Do You Know? Steve Jeter


Photos by Libby Rogers

Being a Texas Ranger is more than a full-time job, but Steven Jeter has found time to fulfill his law-enforcement responsibilities while also moonlighting as an adjunct professor (in Kinesiology) at Sam Houston State University and being involved in the local community.

When did you first become interested in law enforcement?

I would say as far back as a young kid. My family and I were traveling out of state when we broke down. A local highway patrolman in Missouri pulled over and helped us. He loaded all of us up in his car, and I got to sit up front. I was fascinated by the dashboard with the radar and other gadgets. I think that is where I first got the bug.

How did your career as a Texas state trooper begin?

I played football at SHSU while I was earning my Bachelor’s Degree in Kinesiology. I then earned my Master’s and became a coach at SHSU, but I wanted more of a challenge. Some of my buddies brought up working with the Highway Patrol, and the more I thought about it, the more it sounded like a good job for me, particularly in light of my childhood interest in law enforcement.

Tell us a little more about your football career at SHSU.

I played defense and special teams from 1988 to 1993. I was part of the 1991 Southland Conference co-championship team.

What’s your favorite memory from when you attended Sam Houston State?

My favorite memory is a football memory. We were playing at Southwest Texas (now Texas State) and they came out to the song, Welcome to the Jungle, but we beat them at their house. That victory meant a lot to us, and it meant a lot to the team that year—ultimately catapulting us to the playoffs.

You are still involved in various ways with the Bearkat football team.

I try to stay part of that. I donate money from time to time, and I attend most of the games. I provide security for a lot of the games. I’m still trying to figure out what I want to do when I grow up, and I may try to get back into coaching when I retire. I’ve been an adjunct professor at SHSU for the last 15 or 16 years, and I enjoy teaching. So, SHSU is still a big part of my life.

So you went from coaching at SHSU to a career with the Highway Patrol. How did your career as a Texas Ranger begin?

Again, I was just looking for a challenge. When I was hired by the Highway Patrol, I had mentors that helped me look to the future. I wanted a more active role in pursuing “the bad guys,” and becoming a Texas Ranger was a product of that desire.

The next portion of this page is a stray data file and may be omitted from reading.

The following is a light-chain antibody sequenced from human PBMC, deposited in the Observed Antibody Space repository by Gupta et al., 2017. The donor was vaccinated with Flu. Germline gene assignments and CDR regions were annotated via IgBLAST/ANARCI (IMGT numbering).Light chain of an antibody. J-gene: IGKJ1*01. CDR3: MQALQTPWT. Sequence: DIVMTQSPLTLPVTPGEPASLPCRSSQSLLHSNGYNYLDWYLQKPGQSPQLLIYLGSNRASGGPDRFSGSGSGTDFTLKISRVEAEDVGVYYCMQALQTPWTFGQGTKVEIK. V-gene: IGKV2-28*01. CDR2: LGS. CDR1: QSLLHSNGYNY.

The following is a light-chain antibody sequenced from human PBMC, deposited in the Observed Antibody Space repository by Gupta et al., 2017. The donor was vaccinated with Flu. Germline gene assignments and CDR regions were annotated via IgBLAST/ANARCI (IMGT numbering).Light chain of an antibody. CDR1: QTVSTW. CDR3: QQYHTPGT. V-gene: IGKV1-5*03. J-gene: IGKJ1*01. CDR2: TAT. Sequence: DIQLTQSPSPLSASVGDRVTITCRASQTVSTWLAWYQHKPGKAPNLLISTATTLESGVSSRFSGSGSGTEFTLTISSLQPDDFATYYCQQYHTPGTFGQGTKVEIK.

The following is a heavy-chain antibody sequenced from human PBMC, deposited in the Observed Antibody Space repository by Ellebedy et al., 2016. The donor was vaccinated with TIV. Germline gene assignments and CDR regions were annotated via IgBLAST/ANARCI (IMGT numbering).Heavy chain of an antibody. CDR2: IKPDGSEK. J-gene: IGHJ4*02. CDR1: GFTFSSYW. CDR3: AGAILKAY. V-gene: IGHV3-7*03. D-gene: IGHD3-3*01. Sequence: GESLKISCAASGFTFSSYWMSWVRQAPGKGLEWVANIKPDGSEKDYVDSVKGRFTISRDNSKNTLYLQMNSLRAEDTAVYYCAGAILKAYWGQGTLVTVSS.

Has being a Texas Ranger satisfied your need for a challenge?

Yes, without a doubt! I’ve been a Ranger for nine years; I was in highway patrol for a little over ten, so I’m coming up on my 20-year anniversary. There is a lot of tradition in being a Ranger, and I look forward to coming to work each day I wake up. Sometimes the hours are long, but it’s important to fight through that until you achieve success.

You have worked some high-profile cases, for example, the shootings at Fort Hood. Can you tell us about one of your most interesting cases?

There was a case in 2010, when Jurwoody Moler killed a local high school student, K’Lynn Sherrie Kohr. It was a classic “whodunit,” and with the Huntsville Police Department, we were able to find the killer. He had fled the area, but we tracked him to Iowa, where the state police helped get him into custody. Of course, catching the killer doesn’t change the fact that a person died needlessly, but I hope that it helps the community and helps the family heal.

Jurwoody Moler was returned to Huntsville by Ranger Jeter and HPD Officer Eric Scott. He was found guilty of murder in 2011 and was sentenced to life in prison.

More recently, we worked on a crime that hasn’t yet been adjudicated. A local woman was murdered by a husband and wife. Unfortunately, I cannot give a lot of details on that case, but I’m proud of the work that we, in collaboration with local law enforcement officials, did to make an arrest.

Within two weeks of the interview with Ranger Jeter, Warren and Michelle Lewis were sentenced for the murder of Machelle Archie. Michelle Lewis pleaded guilty, getting 25 years in prison. Warren Lewis went to trial, where Ranger Jeter testified. Warren Lewis was given 75 years in prison for the murder.